Complain that as a young professional your life never slows down
5 Steps for Emerging Talent Starting on Your Path to Tomorrow
but only gets busier and more complex, and you’re sure to get some empathy—or even sympathy. But tell Pierre Quinn you don’t have time to think about your future, much less your leadership skills, and you’d better be ready for his response.
“I think it’s a fallacy when someone says they don’t have the time or bandwidth to work on their leadership skills,” says Quinn, leadership development expert, author and CEO of The Cardell Group in Laurel, Maryland. “Many of us make the mistake of thinking of leadership as a title and responsibilities instead of a set of behaviors,” he continues. “I don’t need to sit in the executive seat to lead at work or at home because leadership is more about how we talk with people, how we respond when things are uncertain and how we give instructions. Leadership involves everyday actions we take and need to be cognizant of, whether we have a title or not.”
Quinn is not the only expert advising emerging talent to start thinking about and planning their futures now. Just Google “The Future of Work,” and you’ll find page after page of entries for blogs, articles, research papers and videos addressing the need to think sooner about later.
Terry Grim, Futurist, Partner and Co-founder of Foresight Alliance in Washington, D.C., says the future of work is changing so quickly that even the best advice about it can soon become outdated. That’s why she teaches foresight as a discipline for better understanding the future and frameworks for examining it.
“Leadership involves everyday actions we take and need to be cognizant of.”
Pierre Quinn, The Cardell Group
“I think change is happening so fast that many new careers haven’t yet been identified,” says Grim. And although parents and other older adults often give career advice with the best intentions, Grim makes this observation: “The world your parents and grandparents lived in is not the world you live in. Change happened slower then, and kids could follow in their parents’ footsteps. But in many cases, that’s no longer possible. Young people need to use their own knowledge and awareness of what’s going on in the world now and not count too much on what older people tell them.”
Here, then, are five steps to help increase your knowledge and awareness on your journey to the future of you.
1. Assess Yourself
Both Quinn and Grim are known to members of ELFA’s Emerging Talent Advisory Council (ETAC), having spoken at events sponsored by the Council, ELFA or the Equipment Leasing & Finance Foundation. They believe taking steps now to better understand yourself and others can only enlarge your window on the future. Quinn says one such step is honing your communication skills, since they are essential to effective leadership.
“We’ve found that conflict in communication runs in predictable cycles and that when conflict occurs, most people default into behaviors and types of responses they are hardwired to make, based on their personalities,” he says. “But there’s a way to change this by developing what I call ‘the voice of a leader.’ We can analyze our own personalities and communication styles and learn to identify those of others. Then we can pivot when we encounter a conflict and choose our responses to better connect with customers, employees and everyone who is important to us.”
To develop your leadership voice, Quinn suggests first taking a behavioral and communication assessment such as The Innermetrix DISC Index. The Index measures four dimensions of behavioral style categorized as Decisive, Interactive, Stability and Cautious. “This is a tool that analyzes how you respond in any given situation,” Quinn says. “It helps you understand who you are and how you interact with the world, and, just as important, it helps you understand others you engage with so you can be more effective.”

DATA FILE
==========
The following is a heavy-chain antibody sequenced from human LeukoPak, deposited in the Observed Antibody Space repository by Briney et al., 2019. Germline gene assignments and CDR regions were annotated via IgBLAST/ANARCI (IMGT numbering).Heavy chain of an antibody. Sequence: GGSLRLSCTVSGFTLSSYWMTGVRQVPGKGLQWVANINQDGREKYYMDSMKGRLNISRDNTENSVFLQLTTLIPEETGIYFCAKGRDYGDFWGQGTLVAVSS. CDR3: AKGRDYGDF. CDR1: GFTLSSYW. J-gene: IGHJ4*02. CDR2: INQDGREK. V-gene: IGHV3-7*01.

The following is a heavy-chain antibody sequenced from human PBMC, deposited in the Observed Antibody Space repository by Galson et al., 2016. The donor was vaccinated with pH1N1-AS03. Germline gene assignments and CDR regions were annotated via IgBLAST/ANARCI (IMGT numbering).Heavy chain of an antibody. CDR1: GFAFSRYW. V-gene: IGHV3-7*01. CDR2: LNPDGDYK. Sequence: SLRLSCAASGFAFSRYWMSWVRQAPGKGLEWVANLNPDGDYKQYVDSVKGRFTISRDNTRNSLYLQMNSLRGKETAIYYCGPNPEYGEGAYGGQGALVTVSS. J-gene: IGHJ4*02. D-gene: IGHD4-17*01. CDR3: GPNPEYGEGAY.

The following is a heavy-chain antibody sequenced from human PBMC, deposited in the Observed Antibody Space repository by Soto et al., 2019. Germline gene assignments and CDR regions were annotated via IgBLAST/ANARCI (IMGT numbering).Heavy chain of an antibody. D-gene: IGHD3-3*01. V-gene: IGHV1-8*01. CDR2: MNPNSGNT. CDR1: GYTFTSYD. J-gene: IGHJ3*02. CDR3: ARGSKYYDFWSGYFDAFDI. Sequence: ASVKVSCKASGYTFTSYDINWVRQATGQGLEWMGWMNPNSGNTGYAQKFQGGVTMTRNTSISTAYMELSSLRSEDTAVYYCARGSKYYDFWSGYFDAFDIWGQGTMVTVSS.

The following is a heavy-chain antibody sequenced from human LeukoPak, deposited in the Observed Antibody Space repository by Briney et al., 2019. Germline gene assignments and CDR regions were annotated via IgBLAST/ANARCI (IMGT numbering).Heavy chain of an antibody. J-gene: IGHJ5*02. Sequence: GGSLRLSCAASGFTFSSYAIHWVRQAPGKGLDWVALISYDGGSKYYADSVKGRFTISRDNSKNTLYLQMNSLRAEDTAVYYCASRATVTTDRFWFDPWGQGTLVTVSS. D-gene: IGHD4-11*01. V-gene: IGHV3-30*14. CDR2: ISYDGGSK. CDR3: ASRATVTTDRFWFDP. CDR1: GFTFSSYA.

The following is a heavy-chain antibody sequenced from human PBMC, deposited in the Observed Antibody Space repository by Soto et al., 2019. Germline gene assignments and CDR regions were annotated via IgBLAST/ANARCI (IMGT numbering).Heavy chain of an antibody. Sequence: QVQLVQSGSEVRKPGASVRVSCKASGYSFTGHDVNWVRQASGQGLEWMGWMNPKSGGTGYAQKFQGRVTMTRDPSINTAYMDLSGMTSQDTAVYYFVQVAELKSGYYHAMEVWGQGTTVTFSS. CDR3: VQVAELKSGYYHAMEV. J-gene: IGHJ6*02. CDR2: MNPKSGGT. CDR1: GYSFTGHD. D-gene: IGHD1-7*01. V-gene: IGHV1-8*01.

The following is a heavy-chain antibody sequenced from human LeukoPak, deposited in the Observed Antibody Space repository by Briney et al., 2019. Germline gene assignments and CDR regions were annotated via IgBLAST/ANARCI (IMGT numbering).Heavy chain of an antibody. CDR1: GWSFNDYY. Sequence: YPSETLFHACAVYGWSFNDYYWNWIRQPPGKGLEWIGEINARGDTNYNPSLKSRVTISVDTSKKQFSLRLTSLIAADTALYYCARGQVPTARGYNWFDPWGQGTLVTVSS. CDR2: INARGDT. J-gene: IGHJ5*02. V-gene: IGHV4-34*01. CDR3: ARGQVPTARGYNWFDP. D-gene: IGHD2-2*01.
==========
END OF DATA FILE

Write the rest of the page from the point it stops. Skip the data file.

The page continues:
2. Go Wider, Deeper and Longer
To be a more effective thinker, Grim advocates developing your foresight. “When we go wider, we synthesize ideas from a wider area,” she explains. “This means looking at ideas not only inside equipment finance, but in other industries and environments. We do this because the future doesn’t happen only in our lane! Change comes from all sides, so we have to look wider.”
Going deeper means challenging your assumptions. “These might have been valid in the past, but often they are no longer true,” says Grim. “They are barriers to understanding what’s out there, and you need to get rid of them to move forward.”
To go longer is to “look farther into the future,” she clarifies, remembering that “the future does not follow a straight path from where you are today, and that actions in the future will continue to change the future.”
To share her own early brushes with foresight, Grim tells a story:
“I decided to study computer science when I went to college in the ‘70s because it was interesting and fun,” she says. “But my father thought it was stupid and that I was wasting my time. Afterward, when I had, like, 25 job offers, he didn’t say anything.”
But when her son was planning his future, Grim says her attitude about it resembled her father’s. “My son is a gifted artist who was raised by two engineers, and we thought he’d be an engineer, too,” she recalls. “Instead, he went to Savannah College of Art & Design, and I envisioned him as a poor street artist. But he got a job as an animator in Los Angeles, and he earns more than an engineer! He knew what he wanted to do, and we had to accept it and embrace it.”
“I think change is happening so fast that many new careers haven’t yet been identified.”
Terry Grim, Foresight Alliance
To that point, Grim says this to emerging talent: “Understand what motivates you and what you enjoy doing. Then work to build something around it. And don’t feel constrained. Understand what you want to do, then figure out how to pursue it. And as with any foresight activity, consider multiple options.”
3. Select Mentors Just Ahead of You
To broaden your perspective and provide a sounding board, Quinn advocates spending time with people ahead of you in your journey. “This is so important as a young person, because your work thrusts you into a new role and culture, and you need some navigators,” he says. “People who’ve been there and done that can help show the way to your next moves and help you avoid mistakes.”